Service animals are a common presence in Missouri’s metropolitan areas, but rural areas are a different story. A group called PHARM Dog USA, which stands for Pets Helping Agriculture in Rural Missouri, has placed dogs with disabled people 10 times since 2009, and operates in only three other states.
For at least one recipient of a PHARM Dog USA dog, the animal has made a world of difference. The owner of a 260-acre farm, the woman is legally blind. Her vision is limited to very close objects, and blurred shapes beyond that.
In 2012, she received a border collie from the organization that helps her control her cattle. Thanks to the dog, the farmer was able to maintain the life she had built with her husband, and expand her social world, including giving speeches on panels about farmers with disabilities, according to the Lawrence Journal-World. Her service dog “gave me back my self-esteem and pride,” the woman said.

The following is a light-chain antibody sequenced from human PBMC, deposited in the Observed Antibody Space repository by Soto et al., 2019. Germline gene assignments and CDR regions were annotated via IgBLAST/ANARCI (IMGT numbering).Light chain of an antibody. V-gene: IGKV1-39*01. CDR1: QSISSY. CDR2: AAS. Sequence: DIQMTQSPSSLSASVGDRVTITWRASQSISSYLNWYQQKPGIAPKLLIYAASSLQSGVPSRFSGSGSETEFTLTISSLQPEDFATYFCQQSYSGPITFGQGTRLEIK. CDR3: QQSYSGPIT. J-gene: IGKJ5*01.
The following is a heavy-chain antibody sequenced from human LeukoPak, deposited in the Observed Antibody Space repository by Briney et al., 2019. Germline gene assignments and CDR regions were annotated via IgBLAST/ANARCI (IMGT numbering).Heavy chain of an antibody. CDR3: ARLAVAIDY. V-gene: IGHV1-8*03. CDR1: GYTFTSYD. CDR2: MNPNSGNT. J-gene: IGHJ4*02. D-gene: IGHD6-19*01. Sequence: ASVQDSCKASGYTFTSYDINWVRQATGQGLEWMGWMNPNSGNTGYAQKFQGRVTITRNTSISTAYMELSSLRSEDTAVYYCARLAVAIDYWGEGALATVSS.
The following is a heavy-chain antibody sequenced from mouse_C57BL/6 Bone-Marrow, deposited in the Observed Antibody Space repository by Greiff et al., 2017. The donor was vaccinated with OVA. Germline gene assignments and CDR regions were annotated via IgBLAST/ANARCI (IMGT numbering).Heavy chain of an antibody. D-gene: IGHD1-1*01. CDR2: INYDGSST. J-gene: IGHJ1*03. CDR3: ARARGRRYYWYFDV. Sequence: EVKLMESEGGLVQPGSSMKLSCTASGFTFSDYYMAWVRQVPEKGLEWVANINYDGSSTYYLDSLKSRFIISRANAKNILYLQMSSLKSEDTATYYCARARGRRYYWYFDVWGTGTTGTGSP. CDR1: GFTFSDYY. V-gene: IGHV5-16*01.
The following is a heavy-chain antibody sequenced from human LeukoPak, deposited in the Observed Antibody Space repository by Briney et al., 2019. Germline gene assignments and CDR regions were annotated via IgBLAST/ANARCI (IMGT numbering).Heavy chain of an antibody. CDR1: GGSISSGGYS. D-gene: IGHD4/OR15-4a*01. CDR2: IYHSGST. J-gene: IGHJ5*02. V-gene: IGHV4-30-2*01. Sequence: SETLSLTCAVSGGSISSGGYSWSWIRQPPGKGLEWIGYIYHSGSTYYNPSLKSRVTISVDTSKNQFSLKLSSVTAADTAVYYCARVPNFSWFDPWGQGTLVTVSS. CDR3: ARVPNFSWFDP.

Training a service dog for farm life means teaching them a different set of skills than they would learn for someone who lives in a city or suburb. PHARM Dog USA mostly works with Labrador retrievers and mixes, or border collies. The labs are trained to retrieve tools, carry buckets and open gates; the border collies act as shepherds, controlling and herding livestock.
Even when they are not able to help their owners earn an income, service animals can provide invaluable assistance. But these and other forms of aid cost money, which many people unable to work cannot afford without the assistance of Social Security Disability payments. An SSD attorney can tell you more.